According to the popular narrative, the US and Europe represent different ways of managing market economies and democratic societies. The US has a smaller government, more dynamic markets, and a culture of individual responsibility. In Europe, taxes are high, better quality public services are available to all citizens, and more rigid labour markets provide greater protection for workers (at the price of higher unemployment). Also, the European response to the pandemic has demonstrated the advantages of well-funded states, and a high level of risk-sharing within countries. But Europe suffers from weak demand, the result of a failure to share enough risk between countries. Unless the EU’s recovery fund is the start of more permanent risk-sharing between EU member states, Europe’s South faces the prospect of a weak recovery and persistently high unemployment.
Europeans feel that their model has been vindicated by America’s handling of Covid-19 (and to a lesser extent, the struggles of the UK). Big, well-funded states appear to have controlled the spread of the virus more effectively, Kurzarbeit schemes have curtailed unemployment, and universal healthcare systems have largely coped with the sudden rise in people needing hospital treatment. On the US side, reasonable observers accept that Trump has given up on suppressing the virus – and that several (mostly Republican) state governors ended lockdown too early. But they point out that America’s world-leading medical scientists and drugs companies will be quicker to discover treatments and an effective vaccine. In the interim, while the US headline unemployment rate has skyrocketed, the country’s dynamism means that capital and labour will be more speedily deployed to sectors of the economy that are less constrained by social distancing, helping economic growth to return more rapidly.
But is this story about the differences between the US and European models true, and which is better placed to deal with the fallout of the pandemic? In fact, the differences between the two sides of the Atlantic are in some ways not as large as is commonly supposed. The US headline unemployment rate is misleading; many workers who are counted as unemployed are in fact temporarily furloughed, and US unemployment benefit has provided sufficient income support. For their part, European economies are better at reallocating resources and creating new jobs than is often assumed. But in other ways the differences are considerable. Poor and unhealthy Americans face much more risk than most of their European counterparts. The US model is also poorly-placed to deal with the longer-term impact of Covid-19. The virus does not just kill people; it may also lead to long-term health problems for survivors, who will need public support to improve their health and keep them in work. Nor is the US labour market as dynamic as its proponents suggest, and it is less effective at creating jobs than those in many northern European countries.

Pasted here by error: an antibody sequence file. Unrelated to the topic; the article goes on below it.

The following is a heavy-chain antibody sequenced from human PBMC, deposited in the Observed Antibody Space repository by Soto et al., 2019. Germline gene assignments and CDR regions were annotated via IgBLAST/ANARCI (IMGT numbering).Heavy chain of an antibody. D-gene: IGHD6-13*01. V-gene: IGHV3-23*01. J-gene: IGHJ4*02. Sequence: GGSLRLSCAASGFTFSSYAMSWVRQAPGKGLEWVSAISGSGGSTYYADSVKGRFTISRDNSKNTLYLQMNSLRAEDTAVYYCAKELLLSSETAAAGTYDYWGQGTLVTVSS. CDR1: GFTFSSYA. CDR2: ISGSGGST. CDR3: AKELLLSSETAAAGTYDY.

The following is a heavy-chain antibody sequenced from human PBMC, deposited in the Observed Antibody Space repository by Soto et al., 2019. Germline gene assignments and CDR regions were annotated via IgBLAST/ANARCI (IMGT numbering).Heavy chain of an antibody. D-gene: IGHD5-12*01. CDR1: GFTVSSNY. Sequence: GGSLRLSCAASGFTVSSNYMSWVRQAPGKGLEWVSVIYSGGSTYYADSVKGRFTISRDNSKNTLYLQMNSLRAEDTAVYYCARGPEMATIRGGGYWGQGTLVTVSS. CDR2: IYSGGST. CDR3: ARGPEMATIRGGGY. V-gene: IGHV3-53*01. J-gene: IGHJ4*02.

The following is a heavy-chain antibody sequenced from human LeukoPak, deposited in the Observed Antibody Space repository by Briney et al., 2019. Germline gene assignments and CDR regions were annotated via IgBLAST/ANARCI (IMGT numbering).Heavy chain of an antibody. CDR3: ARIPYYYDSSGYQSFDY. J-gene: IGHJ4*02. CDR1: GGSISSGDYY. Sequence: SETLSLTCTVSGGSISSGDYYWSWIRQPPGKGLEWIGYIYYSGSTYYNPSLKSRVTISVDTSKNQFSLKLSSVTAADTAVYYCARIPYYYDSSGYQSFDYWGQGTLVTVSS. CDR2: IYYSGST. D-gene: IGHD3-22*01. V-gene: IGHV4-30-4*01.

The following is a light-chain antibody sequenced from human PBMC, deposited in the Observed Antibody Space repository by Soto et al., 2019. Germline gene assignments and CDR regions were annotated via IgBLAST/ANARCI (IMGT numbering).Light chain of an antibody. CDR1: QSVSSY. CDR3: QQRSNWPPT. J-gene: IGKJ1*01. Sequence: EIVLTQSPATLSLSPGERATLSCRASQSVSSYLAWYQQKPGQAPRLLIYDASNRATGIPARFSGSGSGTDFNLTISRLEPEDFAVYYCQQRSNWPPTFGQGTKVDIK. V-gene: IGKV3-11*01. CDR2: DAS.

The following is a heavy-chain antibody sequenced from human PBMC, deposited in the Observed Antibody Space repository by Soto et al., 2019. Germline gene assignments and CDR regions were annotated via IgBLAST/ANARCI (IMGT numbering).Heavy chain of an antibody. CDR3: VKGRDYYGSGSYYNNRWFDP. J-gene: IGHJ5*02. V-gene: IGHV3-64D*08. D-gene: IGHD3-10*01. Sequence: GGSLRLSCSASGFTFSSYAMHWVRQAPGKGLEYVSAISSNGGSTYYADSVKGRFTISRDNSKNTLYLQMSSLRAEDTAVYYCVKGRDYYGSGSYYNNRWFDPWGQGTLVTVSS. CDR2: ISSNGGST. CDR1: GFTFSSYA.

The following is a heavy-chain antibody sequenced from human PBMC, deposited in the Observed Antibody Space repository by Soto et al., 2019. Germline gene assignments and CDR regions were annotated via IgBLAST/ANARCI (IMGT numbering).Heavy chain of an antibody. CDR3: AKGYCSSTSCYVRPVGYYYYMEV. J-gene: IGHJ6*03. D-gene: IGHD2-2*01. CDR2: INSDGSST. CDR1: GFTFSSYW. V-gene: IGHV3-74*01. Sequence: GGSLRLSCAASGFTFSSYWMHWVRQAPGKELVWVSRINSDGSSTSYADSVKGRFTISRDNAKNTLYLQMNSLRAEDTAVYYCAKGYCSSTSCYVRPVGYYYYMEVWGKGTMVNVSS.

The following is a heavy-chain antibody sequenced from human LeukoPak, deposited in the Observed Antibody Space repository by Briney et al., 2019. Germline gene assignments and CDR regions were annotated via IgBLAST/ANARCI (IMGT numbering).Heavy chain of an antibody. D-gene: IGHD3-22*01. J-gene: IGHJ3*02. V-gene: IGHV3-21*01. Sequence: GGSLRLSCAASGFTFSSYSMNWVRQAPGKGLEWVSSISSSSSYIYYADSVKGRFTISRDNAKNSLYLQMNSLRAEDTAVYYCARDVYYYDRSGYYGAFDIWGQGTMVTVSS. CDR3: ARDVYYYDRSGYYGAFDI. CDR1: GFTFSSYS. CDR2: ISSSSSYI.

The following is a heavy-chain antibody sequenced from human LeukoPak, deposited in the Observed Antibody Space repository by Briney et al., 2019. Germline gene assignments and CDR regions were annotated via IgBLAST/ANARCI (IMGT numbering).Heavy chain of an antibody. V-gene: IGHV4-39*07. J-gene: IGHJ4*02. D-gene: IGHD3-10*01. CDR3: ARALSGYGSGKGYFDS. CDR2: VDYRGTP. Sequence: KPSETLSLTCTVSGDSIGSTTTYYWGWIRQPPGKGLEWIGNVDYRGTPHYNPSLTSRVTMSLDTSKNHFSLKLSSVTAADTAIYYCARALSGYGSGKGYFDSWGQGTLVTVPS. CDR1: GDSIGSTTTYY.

In the long run, there is too much uncertainty about Covid-19 to make firm predictions about its long-term effects. Hopes for a vaccine are rising, as developers in the US, China and Europe have found ways to stimulate human antibodies (although they have not yet demonstrated that their vaccines curtail infection). But successful vaccines will take time to be manufactured and deployed, and unemployment is likely to stay high in both the US and Europe in the interim, as hospitality, transport and leisure companies struggle to cope with continued social distancing measures.
The risks of the pandemic to the US are both immediate and long-term. Unless there is a rapid return to lockdown in many states, infections will continue to rise, around 1% of cases will die, and another 4-5% will be left with potentially long-term health problems. Withdrawal of emergency income support to businesses and households would lead to steep rises in bankruptcies, unemployment and poverty. And the healthcare system was already failing many citizens going into the pandemic: in its aftermath, if those who suffer long-term health problems do not receive support, many will leave the labour market. If the aftermath of the Great Recession is any guide, the US labour market will not be more effective at redeploying workers to contact-light sectors of the economy than Northern European countries, and it lacks the active labour market policies needed to retrain people and match them to employers. A resounding victory for Joe Biden in November may give him the mandate to expand healthcare and support for the unemployed, but the Republican Party will do all it can to stop him from sharing more risk between US citizens.
On the other hand, Europe fails to provide enough risk-sharing between member states. The recovery fund is a welcome step, and if the pandemic ends quickly, it may be enough to stop Southern Europe’s debts from curtailing a recovery in consumption and labour demand. But as social distancing continues, private and public sector debt and unemployment will continue to rise. Eurozone macroeconomic risk-sharing is not automatic enough, other than through the European Central Bank, whose role in keeping borrowing costs low is contested. If the pandemic endures, US and European politics will continue to be dominated by their respective federal weaknesses. Before Covid-19, greater risk-sharing at the federal level was difficult on both sides of the Atlantic, despite the strong case for it. Whichever side proves more able to do so – with the consent of electorates – will be the more stable polity in the decades to come.
‘Is the US or Europe More Resilient to Covid-19?’ – Policy Brief by John Springford and Simon Tilford – Centre for European Reform / CER.